Indigenous communities across the globe, especially in rural areas, consume locally available plants known as Traditional Food Plants (TFPs) for their nutritional and health-related needs. Recent research shows that many TFPs are highly nutritious as they contain health beneficial metabolites, vitamins, mineral elements and other nutrients. Excessive reliance on the mainstream staple crops has its own disadvantages. Traditional food plants are nowadays considered important crops of the future and can act as supplementary foods for the burgeoning global population. They can also act as emergency foods in situations such as COVID-19 and in times of other pandemics. The current situation necessitates locally available alternative nutritious TFPs for sustainable food production. To increase the cultivation or improve the traits in TFPs, it is essential to understand the molecular basis of the genes that regulate some important traits such as nutritional components and resilience to biotic and abiotic stresses. The integrated use of modern omics and gene editing technologies provide great opportunities to better understand the genetic and molecular basis of superior nutrient content, climate-resilient traits and adaptation to local agroclimatic zones. Recently, realizing the importance and benefits of TFPs, scientists have shown interest in the prospection and sequencing of TFPs for their improvements, cultivation and mainstreaming. Integrated omics such as genomics, transcriptomics, proteomics, metabolomics and ionomics are successfully used in plants and have provided a comprehensive understanding of gene-protein-metabolite networks. Combined use of omics and editing tools has led to successful editing of beneficial traits in several TFPs. This suggests that there is ample scope for improvement of TFPs for sustainable food production. In this article, we highlight the importance, scope and progress towards improvement of TFPs for valuable traits by integrated use of omics and gene editing techniques.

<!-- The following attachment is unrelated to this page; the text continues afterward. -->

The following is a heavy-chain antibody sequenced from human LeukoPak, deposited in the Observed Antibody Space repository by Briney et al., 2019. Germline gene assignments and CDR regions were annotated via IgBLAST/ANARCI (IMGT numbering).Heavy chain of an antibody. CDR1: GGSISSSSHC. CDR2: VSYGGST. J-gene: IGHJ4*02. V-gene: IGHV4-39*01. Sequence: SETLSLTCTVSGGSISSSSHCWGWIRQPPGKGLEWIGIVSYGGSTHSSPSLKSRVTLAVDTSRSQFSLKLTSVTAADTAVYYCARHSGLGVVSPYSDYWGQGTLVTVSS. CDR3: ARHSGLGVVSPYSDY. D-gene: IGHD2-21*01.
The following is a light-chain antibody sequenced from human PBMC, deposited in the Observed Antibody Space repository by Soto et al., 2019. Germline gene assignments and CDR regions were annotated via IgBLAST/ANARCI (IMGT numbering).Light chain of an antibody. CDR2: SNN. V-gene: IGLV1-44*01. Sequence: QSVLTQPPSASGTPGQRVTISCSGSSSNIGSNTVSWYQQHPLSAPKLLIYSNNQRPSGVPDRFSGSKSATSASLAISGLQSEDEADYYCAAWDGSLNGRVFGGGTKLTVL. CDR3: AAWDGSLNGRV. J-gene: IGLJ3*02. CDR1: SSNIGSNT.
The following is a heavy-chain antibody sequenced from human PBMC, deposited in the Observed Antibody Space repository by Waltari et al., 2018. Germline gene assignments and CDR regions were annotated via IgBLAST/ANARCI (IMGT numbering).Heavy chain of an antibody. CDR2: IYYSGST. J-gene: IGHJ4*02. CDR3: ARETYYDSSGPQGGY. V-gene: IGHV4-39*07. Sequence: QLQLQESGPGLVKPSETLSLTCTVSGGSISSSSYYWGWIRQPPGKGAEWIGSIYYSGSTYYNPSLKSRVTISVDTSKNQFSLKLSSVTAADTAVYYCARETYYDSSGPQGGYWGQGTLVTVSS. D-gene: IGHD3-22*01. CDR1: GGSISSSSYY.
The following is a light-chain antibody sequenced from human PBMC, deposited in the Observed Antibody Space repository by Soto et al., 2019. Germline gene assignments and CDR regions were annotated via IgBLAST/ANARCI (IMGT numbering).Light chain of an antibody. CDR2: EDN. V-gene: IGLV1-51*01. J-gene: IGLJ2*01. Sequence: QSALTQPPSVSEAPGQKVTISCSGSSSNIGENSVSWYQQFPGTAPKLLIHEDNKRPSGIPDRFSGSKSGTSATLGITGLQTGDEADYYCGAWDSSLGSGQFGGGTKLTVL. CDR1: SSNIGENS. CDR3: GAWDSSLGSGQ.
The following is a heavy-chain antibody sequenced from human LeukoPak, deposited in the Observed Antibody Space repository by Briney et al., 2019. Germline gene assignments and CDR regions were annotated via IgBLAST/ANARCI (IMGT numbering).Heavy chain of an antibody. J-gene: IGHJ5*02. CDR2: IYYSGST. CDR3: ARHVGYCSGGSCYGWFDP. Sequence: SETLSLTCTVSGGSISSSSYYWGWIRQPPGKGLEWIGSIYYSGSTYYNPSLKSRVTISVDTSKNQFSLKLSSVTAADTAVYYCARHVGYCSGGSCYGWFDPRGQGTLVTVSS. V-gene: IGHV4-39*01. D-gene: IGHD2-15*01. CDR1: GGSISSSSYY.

Subject(s)
Food Security/methods , Plants, Edible/genetics , Plants, Edible/metabolism , Gene Editing , Genomics/methods , Humans , Metabolomics , Plants, Edible/chemistry , Proteomics